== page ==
"The best case scenario for the U.K. economy and Sterling would be if the U.K. remains within the single market that allows for tariff free movement of goods, services, money and people within the EU. This would be similar to the Norway model but in order to receive these benefits, Norway had to accept the EU's rules for free movement of labor," says Kathy Lien, Director at BK Asset Management.
Lien says the Government are unlikely to concede to these terms as immigration was one of the main reasons for leaving the European Union.
In the coming year, delays in Brexit negotiations could provide temporary support to the currency but the ongoing uncertainty is negative for the economy and currency.
Businesses have already delayed spending and according to the IMF, even if EU negotiations limit political fallout next year, the U.K. economy will still grow by only 1.1% - half of their previous forecast.
"Unfortunately the Bank of England can't provide much help as their ability to ease monetary policy in the event of slower growth is limited by the sharp rise in inflation. Sterling is down 16% year to date and policymakers expect this weakness to lead to a sharp rise in inflation in the coming year. So with the central bank's hands tied and investment expected to remain weak, we anticipate a further decline in sterling versus the U.S. dollar and euro in the first half of 2017," says Lien.
For the Euro the uncertainty is more about the threat of another member exiting the EU.
Italy, Holland and France all provide potential falshpoints as they all have elections in 2017 and strong anti-EU parties.
Nevertheless in all cases the chances of an outright exit remain small.
Even if Italy holds elections this year and elects the anti-EU 5 Star party, their hands will be tied by the more politically balanced upper house or Senate which is unlikely to veto a referendum on membership of the EU, potentially delaying an exit bill for years.
Holland has major legal obstacles to leaving the EU, even if the anti-EU freedom party win elections in spring, and even though they are the party with the largest share of the vote, they will probably need to enter into a coalition to have a governable majority, potentially diluting any exit plans they may harbour.
In France, Marine Le Pen is likely to end up in the final round of the Presidential election but is highly unlikely to win.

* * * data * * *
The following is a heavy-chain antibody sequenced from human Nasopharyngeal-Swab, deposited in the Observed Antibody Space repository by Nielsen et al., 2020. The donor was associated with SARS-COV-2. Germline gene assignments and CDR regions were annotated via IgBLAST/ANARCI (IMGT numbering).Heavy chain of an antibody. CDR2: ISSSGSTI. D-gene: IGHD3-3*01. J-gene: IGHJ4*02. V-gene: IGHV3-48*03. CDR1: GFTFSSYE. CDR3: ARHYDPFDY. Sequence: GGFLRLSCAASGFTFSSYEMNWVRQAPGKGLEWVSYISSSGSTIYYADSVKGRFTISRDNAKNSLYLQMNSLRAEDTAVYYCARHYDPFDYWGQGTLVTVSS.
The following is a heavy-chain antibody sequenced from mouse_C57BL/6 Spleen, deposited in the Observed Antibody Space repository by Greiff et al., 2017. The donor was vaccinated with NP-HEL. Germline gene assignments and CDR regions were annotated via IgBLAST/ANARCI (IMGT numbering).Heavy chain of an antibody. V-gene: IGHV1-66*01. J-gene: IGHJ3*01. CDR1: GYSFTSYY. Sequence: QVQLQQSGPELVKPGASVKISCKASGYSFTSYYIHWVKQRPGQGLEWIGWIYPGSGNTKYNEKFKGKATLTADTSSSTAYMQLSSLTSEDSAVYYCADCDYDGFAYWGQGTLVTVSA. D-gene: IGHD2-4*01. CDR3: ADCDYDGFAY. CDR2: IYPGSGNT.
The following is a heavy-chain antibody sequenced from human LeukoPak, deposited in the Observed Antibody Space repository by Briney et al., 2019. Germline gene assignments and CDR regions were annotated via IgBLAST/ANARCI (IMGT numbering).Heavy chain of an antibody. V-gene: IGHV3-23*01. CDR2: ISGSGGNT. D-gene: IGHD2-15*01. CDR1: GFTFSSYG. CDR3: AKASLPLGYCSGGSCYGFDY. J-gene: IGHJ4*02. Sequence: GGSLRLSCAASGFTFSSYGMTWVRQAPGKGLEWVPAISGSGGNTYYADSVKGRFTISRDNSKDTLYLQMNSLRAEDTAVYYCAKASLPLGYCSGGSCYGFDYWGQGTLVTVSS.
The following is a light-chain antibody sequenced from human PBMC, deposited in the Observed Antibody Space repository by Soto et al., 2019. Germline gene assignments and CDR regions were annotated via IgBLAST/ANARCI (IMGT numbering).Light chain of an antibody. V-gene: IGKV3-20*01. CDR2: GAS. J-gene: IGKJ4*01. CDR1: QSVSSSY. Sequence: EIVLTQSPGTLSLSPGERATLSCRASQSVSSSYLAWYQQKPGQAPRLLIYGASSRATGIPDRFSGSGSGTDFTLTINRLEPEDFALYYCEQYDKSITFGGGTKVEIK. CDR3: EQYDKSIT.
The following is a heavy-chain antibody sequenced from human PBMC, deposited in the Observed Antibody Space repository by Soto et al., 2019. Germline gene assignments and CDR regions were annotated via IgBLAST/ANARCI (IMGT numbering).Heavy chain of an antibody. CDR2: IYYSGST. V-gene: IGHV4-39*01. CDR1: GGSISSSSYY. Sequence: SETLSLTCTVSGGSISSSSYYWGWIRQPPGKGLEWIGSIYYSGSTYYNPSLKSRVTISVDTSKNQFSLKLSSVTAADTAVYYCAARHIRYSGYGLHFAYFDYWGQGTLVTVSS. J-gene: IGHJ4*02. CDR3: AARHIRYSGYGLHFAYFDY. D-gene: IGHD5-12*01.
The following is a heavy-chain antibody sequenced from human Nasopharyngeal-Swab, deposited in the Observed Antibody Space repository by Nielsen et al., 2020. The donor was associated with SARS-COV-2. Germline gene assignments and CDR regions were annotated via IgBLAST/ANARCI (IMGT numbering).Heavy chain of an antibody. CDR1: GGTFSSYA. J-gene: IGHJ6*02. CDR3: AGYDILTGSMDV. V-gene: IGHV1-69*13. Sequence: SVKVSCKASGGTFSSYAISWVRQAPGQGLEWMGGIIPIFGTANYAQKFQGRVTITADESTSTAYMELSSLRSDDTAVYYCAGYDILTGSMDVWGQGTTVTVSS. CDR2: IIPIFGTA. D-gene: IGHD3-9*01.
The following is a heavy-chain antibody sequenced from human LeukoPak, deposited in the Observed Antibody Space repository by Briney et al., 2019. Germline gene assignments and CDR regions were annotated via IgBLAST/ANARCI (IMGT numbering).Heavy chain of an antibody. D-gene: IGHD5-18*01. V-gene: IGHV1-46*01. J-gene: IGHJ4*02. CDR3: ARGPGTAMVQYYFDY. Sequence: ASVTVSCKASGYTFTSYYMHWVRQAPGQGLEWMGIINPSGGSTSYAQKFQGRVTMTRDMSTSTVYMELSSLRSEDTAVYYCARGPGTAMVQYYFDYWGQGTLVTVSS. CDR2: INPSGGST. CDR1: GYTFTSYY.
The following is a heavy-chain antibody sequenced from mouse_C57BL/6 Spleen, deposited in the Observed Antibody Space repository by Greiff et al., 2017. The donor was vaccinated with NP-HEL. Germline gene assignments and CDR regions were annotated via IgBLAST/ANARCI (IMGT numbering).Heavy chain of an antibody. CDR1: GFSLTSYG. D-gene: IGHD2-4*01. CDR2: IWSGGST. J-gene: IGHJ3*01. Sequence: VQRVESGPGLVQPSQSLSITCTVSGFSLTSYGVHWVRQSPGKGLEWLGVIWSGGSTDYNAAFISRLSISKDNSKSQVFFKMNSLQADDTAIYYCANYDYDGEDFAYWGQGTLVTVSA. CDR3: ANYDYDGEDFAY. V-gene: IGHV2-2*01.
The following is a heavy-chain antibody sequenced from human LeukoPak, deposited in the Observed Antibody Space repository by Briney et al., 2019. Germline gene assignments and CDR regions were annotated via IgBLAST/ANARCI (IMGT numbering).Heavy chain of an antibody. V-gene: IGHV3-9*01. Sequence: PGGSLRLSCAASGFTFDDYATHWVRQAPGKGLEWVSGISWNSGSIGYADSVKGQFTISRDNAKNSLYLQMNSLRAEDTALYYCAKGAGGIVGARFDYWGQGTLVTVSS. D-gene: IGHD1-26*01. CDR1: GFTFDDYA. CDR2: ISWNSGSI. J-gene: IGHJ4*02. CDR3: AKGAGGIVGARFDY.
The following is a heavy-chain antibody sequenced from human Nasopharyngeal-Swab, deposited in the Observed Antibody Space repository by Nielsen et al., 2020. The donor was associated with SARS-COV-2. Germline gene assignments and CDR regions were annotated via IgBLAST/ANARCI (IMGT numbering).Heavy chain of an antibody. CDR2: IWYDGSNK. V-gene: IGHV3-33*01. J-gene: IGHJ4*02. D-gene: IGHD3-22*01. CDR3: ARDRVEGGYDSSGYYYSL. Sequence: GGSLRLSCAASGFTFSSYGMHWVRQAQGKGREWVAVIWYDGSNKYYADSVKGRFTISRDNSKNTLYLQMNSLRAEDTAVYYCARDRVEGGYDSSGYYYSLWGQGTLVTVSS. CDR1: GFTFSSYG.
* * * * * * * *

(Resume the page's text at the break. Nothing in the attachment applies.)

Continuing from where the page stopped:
Her odds have been curtailed even further by the nomination of her probable opponent Francios Fillon, for the Republicans, who is almost as right-wing as her (but pro-EU) and therefore likely to steal many of her voters.
Whether or not the risks are big or small, however, they seem to already be having a negative effect on inbound investment, and therfore demand for the Euro.
The highest profile investor to be put off making a deal due to political risk, is the Qatari soverign wealth fund, who were going to invest 1bn to bailout the struggling Italian lender Monte Dei Paschi but pulled out at the last minute due mainly to fears over policitcal uncertainty.
Falling agregate foreign invetsment in the Eurozone is likely to weigh on the Euro in the long run.
Buyers and sellers of the Euro, therfore, should focus research on determining the levels of support enjoyed by anti-EU parties in Europe.
Factors such as increasing terrorist attacks may increase Eurozone political risk as attacks tend to polarize support in relation to issues overlapping EU membership such as border control and integration of security and surveilance services.
Data on the Horizon
The next major release for the Euro is on Thursday and comes in the form of New Loans in November, which are expected to show a 1.9% rise.
Whilst it is not a tier one release and is unlikely therefore to move the Euro, the result may contribute to the formation of European Central Bank (ECB) policy.
A higher-than-expected rise in New Loans will show that the ECB’s stimulus measures are transmitting successfully into the real economy and it, therefore, likely to contribute to strengthening the Euro.
The other release is Money Supply (M3), which is another measure indicating the success of the ECB’s stimulus measures as higher Money Supply will also indicate their successful implementation.
The next major release for the Pound is Nationwide House Prices on Thursday morning (29th) at 7.00 (GMT).
These are expected to show a roundabout 4% rise year-on-year and 0.2% month-on-month.
Mortgage Applications out on Wednesday, showed a slight drop to 40.6k, from 40.8k previously, and was well below the 41k expected.